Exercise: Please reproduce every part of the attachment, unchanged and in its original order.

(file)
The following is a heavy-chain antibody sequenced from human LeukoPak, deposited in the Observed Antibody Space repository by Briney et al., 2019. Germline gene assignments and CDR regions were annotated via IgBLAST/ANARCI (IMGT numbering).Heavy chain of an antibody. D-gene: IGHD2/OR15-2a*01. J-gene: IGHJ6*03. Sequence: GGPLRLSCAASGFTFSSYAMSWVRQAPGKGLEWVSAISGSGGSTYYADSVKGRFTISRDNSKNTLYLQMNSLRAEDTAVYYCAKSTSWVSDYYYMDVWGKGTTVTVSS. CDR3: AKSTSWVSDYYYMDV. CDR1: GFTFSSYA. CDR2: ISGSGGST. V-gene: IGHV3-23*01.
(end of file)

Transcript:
The following is a heavy-chain antibody sequenced from human LeukoPak, deposited in the Observed Antibody Space repository by Briney et al., 2019. Germline gene assignments and CDR regions were annotated via IgBLAST/ANARCI (IMGT numbering).Heavy chain of an antibody. D-gene: IGHD2/OR15-2a*01. J-gene: IGHJ6*03. Sequence: GGPLRLSCAASGFTFSSYAMSWVRQAPGKGLEWVSAISGSGGSTYYADSVKGRFTISRDNSKNTLYLQMNSLRAEDTAVYYCAKSTSWVSDYYYMDVWGKGTTVTVSS. CDR3: AKSTSWVSDYYYMDV. CDR1: GFTFSSYA. CDR2: ISGSGGST. V-gene: IGHV3-23*01.